Conservatives may have celebrated former New York Governor Andrew Cuomo’s resignation a bit too soon, as it appears his replacement, Kathy Hochul, could be turning out to be vastly further Left than Cuomo ever would have been.

And perhaps that was the plan all along…but that’s just a hunch.

The pandemic prevention measures Hochul, the first female governor of New York, is taking are already more extreme than Cuomo on his worst day.

In retaliation against mass resistance from unvaccinated healthcare workers employed in hospitals across New York, Hochul announced on Monday she is firing all unvaccinated hospital staff, regardless of position, effective at midnight.

To address the worker shortage this will cause, Hochul signed an executive order granting her emergency powers to deploy medically trained National Guardsmen to temporarily replace hospital employees.

But her tyranny didn’t stop there.

Hochul also blatantly sidestepped rights guaranteed under the First Amendment of the U.S. Constitution and the 1964 Civil Rights Act, which ensure that American citizens can worship freely and without discrimination.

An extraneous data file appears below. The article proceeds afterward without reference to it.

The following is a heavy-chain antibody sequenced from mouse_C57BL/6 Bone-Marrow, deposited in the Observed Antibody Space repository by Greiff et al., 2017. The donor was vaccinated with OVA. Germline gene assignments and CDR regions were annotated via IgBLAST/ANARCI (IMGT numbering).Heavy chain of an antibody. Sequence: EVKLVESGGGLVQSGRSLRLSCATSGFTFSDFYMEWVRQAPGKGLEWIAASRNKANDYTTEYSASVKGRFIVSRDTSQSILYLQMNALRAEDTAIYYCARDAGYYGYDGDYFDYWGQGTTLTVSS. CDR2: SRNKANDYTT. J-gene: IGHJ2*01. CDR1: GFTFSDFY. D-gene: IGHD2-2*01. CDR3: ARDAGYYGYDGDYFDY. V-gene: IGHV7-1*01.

In an attempt to downplay people who cite religious exemptions, she denied their legitimacy entirely.

“There are not legitimate religious exemptions because the leaders of all the organized religions have said there’s no legitimate reason,” Hochul vaguely claimed.

Our laws that protect religious liberty are not limited to religions that are “organized” or those that have a specific leader, like the Pope, for example.

In fact, most religions are not led by a single human leader who lives and breathes on earth. They are led by a God who exists somewhere not of this world.

It’s asinine for Hochul to so blatantly delegitimize religious exemptions because “the leaders of all the organized religions” have said there’s no good reason to not get the vaccine.

Unless she personally asked Jesus, Buddha, Prophet Muhammad, the Dalai Lama, Joseph Smith, or any other religious figure that people around the world either consider their religious leader or worship as their God, then she has no right to speak on behalf of any of these.

To my knowledge, Jesus has yet to come down for the Second Coming, and when He does, it probably won’t be to endorse vaccines.

Hopefully, Hochul’s unconstitutional actions to force health workers out of their jobs because they won’t get the jab are soon struck down in court.